Mirror Monday

The room that we use for our figure drawing workshop has a large mirror mounted on the wall behind the model stand. It’s been covered up for some time, but when it wasn’t I was able to see both sides of the model’s pose from my sketching spot. On days that I drew fast I had enough time to sketch both views. Over time, I accumulated about two dozen drawings that I refer to as The Mirror Series. This is one that I was able to create from a forty five minute pose. Sadly for our group, this lovely model’s work schedule prevents her from posing for us any longer. She was a gifted model, and we miss her.

Watercolor wash on Bristol board.

In the Shadow of Matisse

On occasion, observers of some of my figure drawings have commented that they “look like a Matisse”. While I’m flattered by that comparison, I have no illusions of being in the Master’s league. But I don’t mind paying him tribute, because his work was, and still is a big influence on me. So, here’s a tribute to the master himself, inspired by one of our talented Thursday night workshop models. My readers will no doubt recognize her from past entries.

Watercolors on Arches paper.

Figure Friday

queen-n

Her name was Neferneferuaten Nefertiti, and she was a queen of great note who, with her husband, ruled Egypt in the years directly preceding the famous king Tut. Her bust is on display in Berlin’s Neues Museum, and according to wikipedia, it is one of the most copied works of ancient Egypt. This is our own famous figure model in a crossed-arms pose that reminded me of royalty, so here is my copy of the famous queen.

Watercolors on Moulin du Roy paper.

Fashion Show

Mommy's-hat

On the beach, Olivia decided to try on her mommy’s straw hat, and it looked like a perfect fit! For this one I scanned a pencil sketch and used an old desktop printer to transfer the image onto a piece of Stonehenge paper. I stretched that and finished it with watercolors and a bit of gouache.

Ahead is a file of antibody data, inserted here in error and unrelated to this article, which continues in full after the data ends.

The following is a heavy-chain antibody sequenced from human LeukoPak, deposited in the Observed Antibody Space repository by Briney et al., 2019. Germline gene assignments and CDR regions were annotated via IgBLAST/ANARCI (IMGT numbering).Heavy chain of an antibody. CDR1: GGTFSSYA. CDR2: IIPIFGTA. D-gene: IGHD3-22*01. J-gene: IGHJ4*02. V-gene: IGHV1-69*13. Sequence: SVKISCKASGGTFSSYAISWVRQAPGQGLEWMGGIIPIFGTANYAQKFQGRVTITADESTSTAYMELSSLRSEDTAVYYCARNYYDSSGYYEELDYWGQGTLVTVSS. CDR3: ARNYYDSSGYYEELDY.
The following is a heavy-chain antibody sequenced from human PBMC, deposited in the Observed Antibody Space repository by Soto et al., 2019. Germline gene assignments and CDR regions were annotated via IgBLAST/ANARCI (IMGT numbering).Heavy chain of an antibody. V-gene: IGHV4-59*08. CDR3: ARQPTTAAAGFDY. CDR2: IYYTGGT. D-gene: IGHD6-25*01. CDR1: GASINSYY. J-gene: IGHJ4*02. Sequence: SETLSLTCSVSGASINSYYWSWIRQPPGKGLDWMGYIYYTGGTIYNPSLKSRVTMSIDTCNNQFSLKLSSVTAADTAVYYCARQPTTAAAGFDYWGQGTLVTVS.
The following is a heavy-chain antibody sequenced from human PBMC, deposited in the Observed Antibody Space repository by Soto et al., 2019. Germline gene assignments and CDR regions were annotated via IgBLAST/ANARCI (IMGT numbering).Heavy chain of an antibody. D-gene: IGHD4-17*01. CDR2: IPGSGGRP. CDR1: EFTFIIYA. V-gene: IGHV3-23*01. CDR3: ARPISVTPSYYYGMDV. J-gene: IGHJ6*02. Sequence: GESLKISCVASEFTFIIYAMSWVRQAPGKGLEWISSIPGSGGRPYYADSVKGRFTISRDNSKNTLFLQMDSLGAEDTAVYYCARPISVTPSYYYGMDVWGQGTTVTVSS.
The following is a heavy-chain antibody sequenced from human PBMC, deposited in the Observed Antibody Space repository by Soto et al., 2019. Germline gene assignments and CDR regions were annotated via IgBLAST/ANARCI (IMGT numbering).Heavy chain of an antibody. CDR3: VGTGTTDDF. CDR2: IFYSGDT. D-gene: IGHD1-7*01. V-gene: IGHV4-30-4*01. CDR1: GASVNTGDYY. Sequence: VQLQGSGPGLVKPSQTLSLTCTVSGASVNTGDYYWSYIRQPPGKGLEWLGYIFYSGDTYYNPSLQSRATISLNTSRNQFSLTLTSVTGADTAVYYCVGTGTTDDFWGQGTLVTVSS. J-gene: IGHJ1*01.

What would happen if…

abstract

Born of frustration, this abstract composition came about after I had spent too much time overworking a line of trees on a different painting. So I puddled some color in a few spots on a sheet of paper and shook it from side to side, then hit its edge up and down on a table. This is the result. Trees? Maybe. I’ll be trying this technique again. Watercolor on rough paper.

Bastille Day

Le-Bastille

Score one for the common people. The Bastille was a medieval fortress in Paris, built to protect the eastern side of the city during the Hundred Years war. It later became a prison used by the monarchy to jail those who ran afoul of the ruling class, and so it also became a symbol of repression.

Some years after the American Revolution, with the upper classes controlling every part of society, the French economy lay in shambles. A crushing national debt made tax rates onerous. Unsympathetic leaders turned a deaf ear to the underprivileged. Food shortages added to the general misery, and by July 14th, 1789, the French citizenry had enough of the ruling elites.

In an attempt to gain weapons and free what was thought to be large numbers of political prisoners, a revolutionary-minded crowd successfully battered down the drawbridge. Inside, they found only a handful of convicts, but no matter. The storming of the Bastille began the French Revolution, an act that eventually resulted in the collapse of feudalism and monarchical rule all over Europe. Liberté! Egalité! Fraternité!

Watercolors on rough paper, with some digital retouching, mainly to correct drawing mistakes.

It’s Spring!

blueheron

And you know what that means. Yes – experimenting with a limited palette!!! Limiting your work to only two or three colors forces you to pay more attention to value and helps to unify your work.  Watercolor wash on hot press Arches paper.